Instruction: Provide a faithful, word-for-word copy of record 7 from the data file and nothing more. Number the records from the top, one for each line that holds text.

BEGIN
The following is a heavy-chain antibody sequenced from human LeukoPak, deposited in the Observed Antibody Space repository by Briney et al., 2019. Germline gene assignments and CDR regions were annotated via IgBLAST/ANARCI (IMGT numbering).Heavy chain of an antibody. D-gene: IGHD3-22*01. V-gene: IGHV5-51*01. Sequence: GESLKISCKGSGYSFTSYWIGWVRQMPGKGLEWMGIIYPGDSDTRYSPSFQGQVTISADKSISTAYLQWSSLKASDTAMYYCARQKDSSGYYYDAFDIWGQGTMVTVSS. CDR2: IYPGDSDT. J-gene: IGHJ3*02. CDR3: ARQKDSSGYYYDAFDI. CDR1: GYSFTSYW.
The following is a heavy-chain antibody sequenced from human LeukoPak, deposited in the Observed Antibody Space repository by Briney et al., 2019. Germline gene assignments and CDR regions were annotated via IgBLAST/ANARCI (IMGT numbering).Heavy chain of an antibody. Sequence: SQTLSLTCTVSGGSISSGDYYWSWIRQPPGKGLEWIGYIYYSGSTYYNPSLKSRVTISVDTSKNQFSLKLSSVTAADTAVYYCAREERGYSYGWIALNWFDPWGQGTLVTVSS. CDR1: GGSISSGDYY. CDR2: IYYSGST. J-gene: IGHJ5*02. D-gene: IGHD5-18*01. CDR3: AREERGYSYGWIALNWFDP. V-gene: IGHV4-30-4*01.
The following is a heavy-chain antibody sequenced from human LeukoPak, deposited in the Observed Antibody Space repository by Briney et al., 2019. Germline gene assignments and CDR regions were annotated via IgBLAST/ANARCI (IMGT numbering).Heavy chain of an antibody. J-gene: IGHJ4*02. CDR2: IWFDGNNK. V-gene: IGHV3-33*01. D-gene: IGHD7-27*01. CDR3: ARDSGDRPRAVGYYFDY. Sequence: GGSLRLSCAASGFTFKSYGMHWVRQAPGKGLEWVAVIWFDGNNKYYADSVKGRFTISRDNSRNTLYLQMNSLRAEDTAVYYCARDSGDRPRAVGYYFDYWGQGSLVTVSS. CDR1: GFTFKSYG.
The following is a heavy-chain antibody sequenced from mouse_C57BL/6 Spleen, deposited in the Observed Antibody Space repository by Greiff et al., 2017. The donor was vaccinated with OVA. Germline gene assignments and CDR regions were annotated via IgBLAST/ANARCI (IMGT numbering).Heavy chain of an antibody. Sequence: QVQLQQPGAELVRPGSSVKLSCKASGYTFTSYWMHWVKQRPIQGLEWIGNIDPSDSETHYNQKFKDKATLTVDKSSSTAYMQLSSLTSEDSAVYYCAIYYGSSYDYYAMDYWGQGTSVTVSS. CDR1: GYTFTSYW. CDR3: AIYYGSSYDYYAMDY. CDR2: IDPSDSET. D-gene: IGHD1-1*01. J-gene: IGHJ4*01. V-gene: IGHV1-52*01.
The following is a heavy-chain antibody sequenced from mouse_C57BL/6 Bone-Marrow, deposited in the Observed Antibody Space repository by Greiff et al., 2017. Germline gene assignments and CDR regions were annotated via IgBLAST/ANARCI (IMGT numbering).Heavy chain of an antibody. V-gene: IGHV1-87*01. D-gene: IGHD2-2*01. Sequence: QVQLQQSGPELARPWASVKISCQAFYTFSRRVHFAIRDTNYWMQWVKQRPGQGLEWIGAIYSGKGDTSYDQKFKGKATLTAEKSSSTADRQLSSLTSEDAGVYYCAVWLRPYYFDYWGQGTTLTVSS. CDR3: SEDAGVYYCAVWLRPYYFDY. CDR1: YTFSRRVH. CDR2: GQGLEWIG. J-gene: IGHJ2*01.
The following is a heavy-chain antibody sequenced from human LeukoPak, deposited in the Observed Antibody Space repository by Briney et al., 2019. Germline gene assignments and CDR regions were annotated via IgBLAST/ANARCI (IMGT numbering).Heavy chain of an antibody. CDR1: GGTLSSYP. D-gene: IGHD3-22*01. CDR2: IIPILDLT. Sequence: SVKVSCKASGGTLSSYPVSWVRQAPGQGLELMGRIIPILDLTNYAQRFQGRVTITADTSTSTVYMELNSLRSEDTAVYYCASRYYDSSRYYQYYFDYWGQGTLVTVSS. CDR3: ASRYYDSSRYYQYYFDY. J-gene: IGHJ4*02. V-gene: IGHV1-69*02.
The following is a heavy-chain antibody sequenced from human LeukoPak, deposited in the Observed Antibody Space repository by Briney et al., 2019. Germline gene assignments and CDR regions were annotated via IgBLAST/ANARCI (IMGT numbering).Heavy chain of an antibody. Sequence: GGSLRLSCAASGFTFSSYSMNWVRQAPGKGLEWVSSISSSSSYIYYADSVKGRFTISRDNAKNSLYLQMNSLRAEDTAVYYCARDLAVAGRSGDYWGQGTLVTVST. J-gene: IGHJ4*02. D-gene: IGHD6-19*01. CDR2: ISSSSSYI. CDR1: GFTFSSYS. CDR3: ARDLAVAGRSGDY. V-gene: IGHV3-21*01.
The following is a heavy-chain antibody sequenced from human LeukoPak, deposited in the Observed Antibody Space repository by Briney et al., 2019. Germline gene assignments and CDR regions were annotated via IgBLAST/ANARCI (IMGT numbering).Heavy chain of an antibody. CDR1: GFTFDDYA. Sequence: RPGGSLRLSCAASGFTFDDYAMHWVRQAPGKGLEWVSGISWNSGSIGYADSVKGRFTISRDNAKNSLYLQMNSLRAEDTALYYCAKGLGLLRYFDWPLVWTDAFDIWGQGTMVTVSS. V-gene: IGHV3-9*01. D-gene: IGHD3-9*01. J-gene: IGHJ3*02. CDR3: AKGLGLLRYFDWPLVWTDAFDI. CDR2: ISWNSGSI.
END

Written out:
The following is a heavy-chain antibody sequenced from human LeukoPak, deposited in the Observed Antibody Space repository by Briney et al., 2019. Germline gene assignments and CDR regions were annotated via IgBLAST/ANARCI (IMGT numbering).Heavy chain of an antibody. Sequence: GGSLRLSCAASGFTFSSYSMNWVRQAPGKGLEWVSSISSSSSYIYYADSVKGRFTISRDNAKNSLYLQMNSLRAEDTAVYYCARDLAVAGRSGDYWGQGTLVTVST. J-gene: IGHJ4*02. D-gene: IGHD6-19*01. CDR2: ISSSSSYI. CDR1: GFTFSSYS. CDR3: ARDLAVAGRSGDY. V-gene: IGHV3-21*01.